Stephen Winthrop and M. Jane Williamson fervently believe that ALS is not incurable, but rather underfunded. Researchers are more hopeful than ever before that an effective treatment is within our grasp. Your generosity will help thousands of people whose lives are impacted by ALS. Make a gift.
Why did Stephen and Jane set up the Winthrop Family Scholar Fund in ALS Research at Mass General?
- The Mass General ALS team sponsors and participates in more clinical trials than any other hospital in the world. Truly, the hub of breakthrough research for ALS is at Mass General, here in Boston (jokingly known as “the Hub of the Universe” by its inhabitants).
- Knowing that time is of the essence to find a treatment for ALS, and knowing that any single geographic area has a limited number of patients to participate in any study, the Mass General team is dedicated to collaborative research, translating scientific breakthroughs from the labs of the Mass General Institute for Neurodegenerative Disease and from across the Harvard system.The ALS team also collaborates with other researchers around the globe, sharing biofluid samples and research results long before publication.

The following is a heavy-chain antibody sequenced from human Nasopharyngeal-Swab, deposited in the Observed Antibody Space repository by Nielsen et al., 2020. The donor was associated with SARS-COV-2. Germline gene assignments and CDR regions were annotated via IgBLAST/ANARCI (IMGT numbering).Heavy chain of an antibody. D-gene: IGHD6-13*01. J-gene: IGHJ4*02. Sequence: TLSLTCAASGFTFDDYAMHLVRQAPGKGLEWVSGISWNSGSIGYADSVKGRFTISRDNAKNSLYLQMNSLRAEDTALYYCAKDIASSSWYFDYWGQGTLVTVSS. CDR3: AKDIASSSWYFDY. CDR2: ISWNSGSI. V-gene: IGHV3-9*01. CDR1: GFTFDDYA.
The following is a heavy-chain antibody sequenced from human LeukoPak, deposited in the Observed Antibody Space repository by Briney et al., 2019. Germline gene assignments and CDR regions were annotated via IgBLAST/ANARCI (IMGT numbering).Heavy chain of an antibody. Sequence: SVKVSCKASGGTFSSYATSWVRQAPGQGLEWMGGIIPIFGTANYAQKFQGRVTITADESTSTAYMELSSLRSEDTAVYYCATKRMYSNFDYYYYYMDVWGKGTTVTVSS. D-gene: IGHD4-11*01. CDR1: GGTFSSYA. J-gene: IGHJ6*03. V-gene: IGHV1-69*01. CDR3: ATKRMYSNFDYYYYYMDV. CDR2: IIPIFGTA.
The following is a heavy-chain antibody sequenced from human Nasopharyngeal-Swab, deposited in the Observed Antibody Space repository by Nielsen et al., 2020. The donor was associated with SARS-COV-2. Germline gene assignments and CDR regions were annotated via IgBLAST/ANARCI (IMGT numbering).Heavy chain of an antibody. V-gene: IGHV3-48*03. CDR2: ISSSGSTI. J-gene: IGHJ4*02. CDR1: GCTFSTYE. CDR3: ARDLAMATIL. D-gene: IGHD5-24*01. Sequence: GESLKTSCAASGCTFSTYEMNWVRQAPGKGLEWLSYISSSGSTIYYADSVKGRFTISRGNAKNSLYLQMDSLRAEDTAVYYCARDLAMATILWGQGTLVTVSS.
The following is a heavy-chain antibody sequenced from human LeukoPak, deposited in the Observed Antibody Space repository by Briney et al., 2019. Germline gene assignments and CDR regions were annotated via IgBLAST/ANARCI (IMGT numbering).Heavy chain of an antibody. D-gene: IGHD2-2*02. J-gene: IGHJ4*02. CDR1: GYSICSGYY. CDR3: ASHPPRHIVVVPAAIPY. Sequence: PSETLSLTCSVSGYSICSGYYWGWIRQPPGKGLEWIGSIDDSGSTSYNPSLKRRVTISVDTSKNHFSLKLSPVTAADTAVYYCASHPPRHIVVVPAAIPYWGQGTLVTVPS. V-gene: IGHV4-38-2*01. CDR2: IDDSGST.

- Studies have shown that clinical researchers spend 40% of their working hours trying to obtain funding for their research. Stephen and Jane want this fund to eliminate as much of that time as possible, to allow the clinicians and researchers to do what they do best: treat patients and work on a cure! The Winthrop family is thrilled that Dr. James M. Berry, Co-Director of the ALS Multidisciplinary Clinic at Mass General, is the first Winthrop Family Scholar in ALS Research.
How will my tax-deductible gift to the Winthrop Family Scholar Fund in ALS Research be used?
- Basic scientific research at the lab level.
- Translational research, i.e. translating lab level findings to pre-clinical trials in patients.
- Clinical trials with ALS patients, both observational and interventional.